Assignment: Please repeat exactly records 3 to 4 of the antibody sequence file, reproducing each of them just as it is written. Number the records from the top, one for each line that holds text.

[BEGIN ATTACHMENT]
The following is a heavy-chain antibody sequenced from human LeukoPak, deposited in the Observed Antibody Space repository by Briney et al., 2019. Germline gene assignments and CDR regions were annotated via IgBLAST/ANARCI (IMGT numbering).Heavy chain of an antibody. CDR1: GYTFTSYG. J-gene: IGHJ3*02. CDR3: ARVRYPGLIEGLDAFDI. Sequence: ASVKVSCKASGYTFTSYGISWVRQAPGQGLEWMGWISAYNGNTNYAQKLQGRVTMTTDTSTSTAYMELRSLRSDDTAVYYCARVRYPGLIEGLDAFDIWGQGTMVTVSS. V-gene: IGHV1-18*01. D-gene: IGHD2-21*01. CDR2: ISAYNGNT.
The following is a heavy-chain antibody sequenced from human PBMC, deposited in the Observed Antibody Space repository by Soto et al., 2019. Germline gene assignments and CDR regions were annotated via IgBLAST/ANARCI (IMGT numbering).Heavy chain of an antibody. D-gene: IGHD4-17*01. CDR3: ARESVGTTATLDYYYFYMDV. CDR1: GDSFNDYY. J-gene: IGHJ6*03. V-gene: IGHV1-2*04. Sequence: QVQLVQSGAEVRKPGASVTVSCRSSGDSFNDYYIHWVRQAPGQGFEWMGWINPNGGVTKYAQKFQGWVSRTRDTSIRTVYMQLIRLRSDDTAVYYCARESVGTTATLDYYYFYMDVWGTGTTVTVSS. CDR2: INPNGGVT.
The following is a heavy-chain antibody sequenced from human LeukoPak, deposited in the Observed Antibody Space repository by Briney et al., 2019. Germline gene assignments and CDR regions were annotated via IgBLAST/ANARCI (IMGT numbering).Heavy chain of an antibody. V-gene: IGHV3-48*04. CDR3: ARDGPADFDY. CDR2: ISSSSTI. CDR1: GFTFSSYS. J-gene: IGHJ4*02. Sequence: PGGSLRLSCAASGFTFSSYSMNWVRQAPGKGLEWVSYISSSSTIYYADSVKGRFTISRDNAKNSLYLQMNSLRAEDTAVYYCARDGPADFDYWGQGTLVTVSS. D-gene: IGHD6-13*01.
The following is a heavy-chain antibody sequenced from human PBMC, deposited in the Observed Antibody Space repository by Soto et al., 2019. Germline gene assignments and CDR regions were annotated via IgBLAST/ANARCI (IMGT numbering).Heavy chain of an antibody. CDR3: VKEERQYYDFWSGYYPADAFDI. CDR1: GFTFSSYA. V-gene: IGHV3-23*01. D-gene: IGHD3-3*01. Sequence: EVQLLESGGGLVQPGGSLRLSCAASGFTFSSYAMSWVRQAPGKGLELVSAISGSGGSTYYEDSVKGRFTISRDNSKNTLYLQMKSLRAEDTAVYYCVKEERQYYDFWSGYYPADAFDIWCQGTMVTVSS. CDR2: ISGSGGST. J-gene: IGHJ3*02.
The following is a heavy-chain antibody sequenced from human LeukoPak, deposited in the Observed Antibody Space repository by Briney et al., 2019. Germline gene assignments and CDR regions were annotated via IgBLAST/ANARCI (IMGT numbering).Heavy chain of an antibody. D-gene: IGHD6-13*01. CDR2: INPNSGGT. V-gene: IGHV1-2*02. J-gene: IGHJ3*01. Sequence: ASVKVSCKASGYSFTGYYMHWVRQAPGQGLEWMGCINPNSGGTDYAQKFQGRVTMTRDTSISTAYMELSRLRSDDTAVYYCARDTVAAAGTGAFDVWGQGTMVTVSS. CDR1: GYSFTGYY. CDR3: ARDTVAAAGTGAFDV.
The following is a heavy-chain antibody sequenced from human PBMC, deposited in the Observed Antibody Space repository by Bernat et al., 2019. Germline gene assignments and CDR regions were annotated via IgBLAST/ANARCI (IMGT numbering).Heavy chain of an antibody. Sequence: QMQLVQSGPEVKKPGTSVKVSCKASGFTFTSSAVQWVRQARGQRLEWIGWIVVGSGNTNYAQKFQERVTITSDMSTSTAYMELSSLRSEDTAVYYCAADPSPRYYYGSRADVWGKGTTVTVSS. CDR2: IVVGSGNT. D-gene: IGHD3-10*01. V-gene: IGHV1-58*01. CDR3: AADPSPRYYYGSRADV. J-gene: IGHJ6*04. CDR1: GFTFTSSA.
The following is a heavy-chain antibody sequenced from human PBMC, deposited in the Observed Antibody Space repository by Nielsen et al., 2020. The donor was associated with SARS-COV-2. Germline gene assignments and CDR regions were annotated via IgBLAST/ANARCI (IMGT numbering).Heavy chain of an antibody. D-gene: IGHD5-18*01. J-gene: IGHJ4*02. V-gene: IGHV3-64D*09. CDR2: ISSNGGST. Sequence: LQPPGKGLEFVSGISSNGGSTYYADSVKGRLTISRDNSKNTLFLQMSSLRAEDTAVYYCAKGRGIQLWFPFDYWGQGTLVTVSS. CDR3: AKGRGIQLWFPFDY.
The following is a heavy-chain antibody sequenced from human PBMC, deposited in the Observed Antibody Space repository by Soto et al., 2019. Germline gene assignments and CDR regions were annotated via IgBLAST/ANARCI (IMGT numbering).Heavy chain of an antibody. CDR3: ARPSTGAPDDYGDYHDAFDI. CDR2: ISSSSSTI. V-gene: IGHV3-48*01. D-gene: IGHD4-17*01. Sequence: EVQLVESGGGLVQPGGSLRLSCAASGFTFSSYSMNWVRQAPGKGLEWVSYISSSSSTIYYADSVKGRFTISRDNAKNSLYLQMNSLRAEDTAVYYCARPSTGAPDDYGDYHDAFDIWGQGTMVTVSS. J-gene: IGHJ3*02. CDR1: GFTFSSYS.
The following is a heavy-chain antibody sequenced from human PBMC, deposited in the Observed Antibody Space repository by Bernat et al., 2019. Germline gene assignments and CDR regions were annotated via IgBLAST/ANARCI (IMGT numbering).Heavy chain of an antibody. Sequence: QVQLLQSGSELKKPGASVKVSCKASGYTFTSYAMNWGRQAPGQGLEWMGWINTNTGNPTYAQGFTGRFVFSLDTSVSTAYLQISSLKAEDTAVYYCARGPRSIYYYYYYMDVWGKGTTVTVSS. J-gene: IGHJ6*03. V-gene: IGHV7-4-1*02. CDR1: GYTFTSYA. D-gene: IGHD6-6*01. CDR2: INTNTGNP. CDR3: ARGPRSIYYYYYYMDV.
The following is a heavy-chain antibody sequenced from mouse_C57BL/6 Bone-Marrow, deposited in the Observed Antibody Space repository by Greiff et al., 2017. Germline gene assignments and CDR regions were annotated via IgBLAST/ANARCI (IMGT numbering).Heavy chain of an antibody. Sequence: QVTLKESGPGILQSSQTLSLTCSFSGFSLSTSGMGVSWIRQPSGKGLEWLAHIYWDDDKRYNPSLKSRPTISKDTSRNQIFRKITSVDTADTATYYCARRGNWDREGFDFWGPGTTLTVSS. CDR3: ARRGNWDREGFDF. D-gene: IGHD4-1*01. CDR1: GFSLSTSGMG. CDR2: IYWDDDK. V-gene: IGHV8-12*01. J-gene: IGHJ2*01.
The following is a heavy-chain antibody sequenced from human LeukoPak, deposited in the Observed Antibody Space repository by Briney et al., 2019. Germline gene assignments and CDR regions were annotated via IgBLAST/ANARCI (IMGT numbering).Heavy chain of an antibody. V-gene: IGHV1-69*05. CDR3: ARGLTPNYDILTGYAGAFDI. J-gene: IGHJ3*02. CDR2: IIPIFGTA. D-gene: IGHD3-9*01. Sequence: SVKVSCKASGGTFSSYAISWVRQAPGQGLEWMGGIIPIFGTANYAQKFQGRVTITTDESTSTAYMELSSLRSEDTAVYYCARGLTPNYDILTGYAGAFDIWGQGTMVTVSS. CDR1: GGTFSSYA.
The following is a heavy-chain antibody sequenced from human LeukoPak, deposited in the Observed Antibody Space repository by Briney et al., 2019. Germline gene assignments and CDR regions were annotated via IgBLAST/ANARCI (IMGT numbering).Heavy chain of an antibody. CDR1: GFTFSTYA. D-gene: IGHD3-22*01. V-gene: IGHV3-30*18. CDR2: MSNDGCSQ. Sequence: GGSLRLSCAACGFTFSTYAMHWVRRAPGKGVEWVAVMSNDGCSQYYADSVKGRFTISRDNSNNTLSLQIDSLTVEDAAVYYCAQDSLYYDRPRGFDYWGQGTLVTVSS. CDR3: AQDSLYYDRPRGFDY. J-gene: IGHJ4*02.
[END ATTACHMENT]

The following is a heavy-chain antibody sequenced from human LeukoPak, deposited in the Observed Antibody Space repository by Briney et al., 2019. Germline gene assignments and CDR regions were annotated via IgBLAST/ANARCI (IMGT numbering).Heavy chain of an antibody. V-gene: IGHV3-48*04. CDR3: ARDGPADFDY. CDR2: ISSSSTI. CDR1: GFTFSSYS. J-gene: IGHJ4*02. Sequence: PGGSLRLSCAASGFTFSSYSMNWVRQAPGKGLEWVSYISSSSTIYYADSVKGRFTISRDNAKNSLYLQMNSLRAEDTAVYYCARDGPADFDYWGQGTLVTVSS. D-gene: IGHD6-13*01.
The following is a heavy-chain antibody sequenced from human PBMC, deposited in the Observed Antibody Space repository by Soto et al., 2019. Germline gene assignments and CDR regions were annotated via IgBLAST/ANARCI (IMGT numbering).Heavy chain of an antibody. CDR3: VKEERQYYDFWSGYYPADAFDI. CDR1: GFTFSSYA. V-gene: IGHV3-23*01. D-gene: IGHD3-3*01. Sequence: EVQLLESGGGLVQPGGSLRLSCAASGFTFSSYAMSWVRQAPGKGLELVSAISGSGGSTYYEDSVKGRFTISRDNSKNTLYLQMKSLRAEDTAVYYCVKEERQYYDFWSGYYPADAFDIWCQGTMVTVSS. CDR2: ISGSGGST. J-gene: IGHJ3*02.